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Clinical data
Other names1,1-Dimethylheptyl- 11-hydroxy- tetrahydrocannabinol
Legal status
Legal status
  • (6aR,10aR)-9-(hydroxymethyl)-6,6-dimethyl-3-(2-methyloctan-2-yl)-6H,6aH,7H,10H,10aH-benzo[c]isochromen-1-ol
CAS Number
PubChem CID
CompTox Dashboard (EPA)
Chemical and physical data
Molar mass386.576 g·mol−1
3D model (JSmol)
  • CCCCCCC(C)(C)C1=CC2=C([C@@H]3CC(=CC[C@H]3C(O2)(C)C)CO)C(=C1)O
  • InChI=1S/C25H38O3/c1-6-7-8-9-12-24(2,3)18-14-21(27)23-19-13-17(16-26)10-11-20(19)25(4,5)28-22(23)15-18/h10,14-15,19-20,26-27H,6-9,11-13,16H2,1-5H3/t19-,20-/m1/s1 ☒N
 ☒NcheckY (what is this?)  (verify)

HU-210 is a synthetic cannabinoid that was first synthesized in 1988 from (1R,5S)-myrtenol[2] by a group led by Raphael Mechoulam at the Hebrew University.[3][4][5] HU-210 is 100 to 800 times more potent than natural THC from cannabis and has an extended duration of action.[6] HU-210 has a binding affinity of 0.061 nM at CB1 and 0.52 nM at CB2 in cloned human cannabinoid receptors[7] compared to delta-9-THC of 40.7 nM at CB1. [8] HU-210 is the (–)-1,1-dimethylheptyl analog of 11-hydroxy- Δ8- tetrahydrocannabinol; in some references it is called 1,1-dimethylheptyl- 11-hydroxytetrahydrocannabinol. The abbreviation "HU" stands for Hebrew University.

Effects and research[edit]

HU-210, the (–) enantiomer of 11-OH-D8-THC-DMH, has almost all of the cannabinoid activity, while the (+) enantiomer, known as HU-211, is inactive as a cannabinoid and instead acts as an NMDA antagonist having neuroprotective effects.[9][10]

HU-210 has an oral LD50 of 5,000 mg/kg in rats and 14,200 mg/kg in rabbits.[11] HU-210 has an LDLO (Lowest Lethal Dose amount) of 143 mg/kg in humans.[11] Delta-8-THC LD50 has not been confirmed. In a 1973 study monkeys and dogs given 9,000 mg/kg of delta-8-THC was nonlethal.[12][13]


HU-210 is the enantiomer of HU-211 (dexanabinol). The original synthesis of HU-210 is based on an acid-catalyzed condensation of (–)-Myrtenol and 1,1-Dimethylheptylresorcinol (3,5-Dihydroxy-1-(1,1-dimethylheptyl)benzol).[2]

HU-210 synthesis
HU-210 synthesis

Legal status[edit]

HU-210 is not listed in the schedules set out by the United Nations' Single Convention on Narcotic Drugs from 1961 nor their Convention on Psychotropic Substances from 1971,[14] so the signatory countries to these international drug control treaties are not required by said treaties to control HU-210.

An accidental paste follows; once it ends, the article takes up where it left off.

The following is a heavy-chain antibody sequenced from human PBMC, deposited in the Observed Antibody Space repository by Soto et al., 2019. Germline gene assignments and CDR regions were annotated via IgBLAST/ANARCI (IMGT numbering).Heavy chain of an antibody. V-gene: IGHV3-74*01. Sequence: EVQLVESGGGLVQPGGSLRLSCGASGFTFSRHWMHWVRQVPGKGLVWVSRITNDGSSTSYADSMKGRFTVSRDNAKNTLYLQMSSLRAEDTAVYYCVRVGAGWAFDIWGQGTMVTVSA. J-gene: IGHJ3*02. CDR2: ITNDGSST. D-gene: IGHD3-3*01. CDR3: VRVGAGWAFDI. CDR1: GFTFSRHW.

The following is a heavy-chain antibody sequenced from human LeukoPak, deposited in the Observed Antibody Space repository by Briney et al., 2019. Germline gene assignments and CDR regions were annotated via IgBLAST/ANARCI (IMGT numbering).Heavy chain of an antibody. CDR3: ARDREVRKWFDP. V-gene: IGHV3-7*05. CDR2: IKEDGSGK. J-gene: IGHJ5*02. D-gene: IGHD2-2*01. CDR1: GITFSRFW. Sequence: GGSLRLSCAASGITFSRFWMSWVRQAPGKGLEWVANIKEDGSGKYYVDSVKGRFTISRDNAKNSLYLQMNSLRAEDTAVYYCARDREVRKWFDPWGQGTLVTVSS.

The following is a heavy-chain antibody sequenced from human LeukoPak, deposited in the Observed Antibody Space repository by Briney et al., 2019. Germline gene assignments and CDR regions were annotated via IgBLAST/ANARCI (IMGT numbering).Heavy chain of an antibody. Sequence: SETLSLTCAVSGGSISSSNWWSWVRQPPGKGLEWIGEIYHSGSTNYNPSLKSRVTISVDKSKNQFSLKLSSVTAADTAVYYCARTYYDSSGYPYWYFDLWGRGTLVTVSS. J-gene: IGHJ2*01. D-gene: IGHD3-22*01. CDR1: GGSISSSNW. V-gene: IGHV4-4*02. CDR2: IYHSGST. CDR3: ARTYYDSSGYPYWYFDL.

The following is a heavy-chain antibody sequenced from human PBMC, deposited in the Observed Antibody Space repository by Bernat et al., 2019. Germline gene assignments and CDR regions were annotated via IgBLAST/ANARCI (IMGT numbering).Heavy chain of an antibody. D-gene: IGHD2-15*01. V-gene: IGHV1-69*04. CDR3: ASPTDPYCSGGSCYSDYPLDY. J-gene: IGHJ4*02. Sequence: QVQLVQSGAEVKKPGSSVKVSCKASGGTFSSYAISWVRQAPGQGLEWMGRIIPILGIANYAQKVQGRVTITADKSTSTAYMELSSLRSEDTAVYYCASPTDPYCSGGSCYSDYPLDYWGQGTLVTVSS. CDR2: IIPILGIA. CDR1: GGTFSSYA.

New Zealand[edit]

HU-210 is banned in New Zealand as of 8 May 2014.[15]

United States[edit]

HU-210 is not explicitly listed in the list of scheduled controlled substances in the USA.[16] A brief profile of HU-210 written and published by the Drug Enforcement Administration (DEA) in 2009, but removed in later years, stated that HU-210 is a Schedule I controlled substance under the Controlled Substances Act due to being similar to THC.[17] A version of the document (updated in 2013), now in PDF form, exists on the DEA Office of Diversion Control's website.[1] In that PDF, the DEA reasserts that HU-210 is a Schedule I substance. The DEA currently considers HU-210 a Schedule I controlled substance under the umbrella of ‘tetrahydrocannabinols’ under CSCN 7370.[18]


HU-210 is a Schedule I controlled substance in Alabama.[19]

(4)a. A synthetic controlled substance that is any material, mixture, or preparation that contains any quantity of the following chemical compounds, their salts, isomers and salts of isomers, unless specifically excepted, whenever the existence of these salts, isomers and salts of isomers is possible within the specific chemical designation or compound:


9. (6aR, 10aR)-9-(hydroxymethyl)-6,6-dimethyl-3-(2-methyloctan-2-yl)-6a,7,10,10a-tetrahydrobenzo[c]chromen-1-ol, some trade or other names: HU-210.


HU-210 is a Schedule I controlled substance, categorized as a hallucinogen, making it illegal to buy, sell, or possess in the state of Florida without a license.[20]

(c) Unless specifically excepted or unless listed in another schedule, any material, compound, mixture, or preparation that contains any quantity of the following hallucinogenic substances or that contains any of their salts, isomers, including optical, positional, or geometric isomers, homologues, nitrogen-heterocyclic analogs, esters, ethers, and salts of isomers, homologues, nitrogen-heterocyclic analogs, esters, or ethers, if the existence of such salts, isomers, and salts of isomers is possible within the specific chemical designation or class description: ... 47. HU-210 [(6aR,10aR)-9-(Hydroxymethyl)-6,6-dimethyl-3-(2-methyloctan-2-yl)-6a,7,10,10a-tetrahydrobenzo[c]chromen-1-ol].